Is Copyblogger censoring me for criticizing a radio interview?

Am I being Censored?

It appears there is possible censorship going on at Copy Blogger.

What is censorship?

Wiki (Wiki on Censorship) defines censorship as, “suppression of speech or other public communication which may be considered objectionable, harmful, sensitive, or inconvenient to the general body of people as determined by a government, media outlet, or other controlling body.”

“Censorship is the height of vanity.”  – Martha Graham

Hugh MacLeod - SXSW Interactive 2011 - Austin, TX

Image by kk+ via Flickr

The interview commentary that started it

You see, I was a daily commenter on Copyblogger for several months. Then I mention that a radio show interview with Hugh MacLeod didn’t start well.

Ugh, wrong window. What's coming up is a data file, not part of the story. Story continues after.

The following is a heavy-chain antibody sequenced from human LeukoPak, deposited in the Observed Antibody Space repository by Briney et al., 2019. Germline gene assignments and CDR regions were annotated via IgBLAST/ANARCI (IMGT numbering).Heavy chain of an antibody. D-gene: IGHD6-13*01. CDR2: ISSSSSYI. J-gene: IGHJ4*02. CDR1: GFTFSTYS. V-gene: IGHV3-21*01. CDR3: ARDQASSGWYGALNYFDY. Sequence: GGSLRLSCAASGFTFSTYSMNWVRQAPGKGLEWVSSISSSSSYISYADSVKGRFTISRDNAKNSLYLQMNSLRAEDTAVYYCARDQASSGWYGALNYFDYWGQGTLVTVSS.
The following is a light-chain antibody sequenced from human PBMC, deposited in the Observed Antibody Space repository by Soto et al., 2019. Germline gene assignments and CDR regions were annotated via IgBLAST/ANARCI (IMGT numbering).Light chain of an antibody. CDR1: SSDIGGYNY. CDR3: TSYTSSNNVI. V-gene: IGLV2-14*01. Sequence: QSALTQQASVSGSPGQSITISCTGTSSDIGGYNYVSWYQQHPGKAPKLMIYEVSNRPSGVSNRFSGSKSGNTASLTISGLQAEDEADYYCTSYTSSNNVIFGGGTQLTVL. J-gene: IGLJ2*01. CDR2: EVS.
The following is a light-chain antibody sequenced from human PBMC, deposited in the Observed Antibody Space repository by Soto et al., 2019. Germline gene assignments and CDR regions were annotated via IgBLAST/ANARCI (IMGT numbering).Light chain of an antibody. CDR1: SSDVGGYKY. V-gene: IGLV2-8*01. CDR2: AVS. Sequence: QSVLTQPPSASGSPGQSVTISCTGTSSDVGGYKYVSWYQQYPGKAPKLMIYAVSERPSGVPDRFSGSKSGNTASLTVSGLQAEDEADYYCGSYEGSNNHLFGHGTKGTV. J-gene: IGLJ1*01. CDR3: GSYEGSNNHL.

I’m qualified to critic Internet radio interviews.

I did mention I didn’t know who Hugh MacLeod is at Hugh MacLeod Copyblogger Interview.  In case these comments disappear, I made a PDF website copy with Convert Web Pages to PDF.

The owner then pointed to a written article I responded to.

Here’s my reply:

“I probably just didn’t connect the dots. Thanks for pointing this out. I’ll go back and check it.”

It’s quite possible a person writes very well.  But they come across completely inert during a Podcast.

Then someone made this comment: “Maybe you didn’t read it?”

Then I replied with this comment:

“I’ll let you in on a couple of secrets.”

Atlas Shrugged

Image via Wikipedia

  1. “I read all Copyblogger posts I comment on.”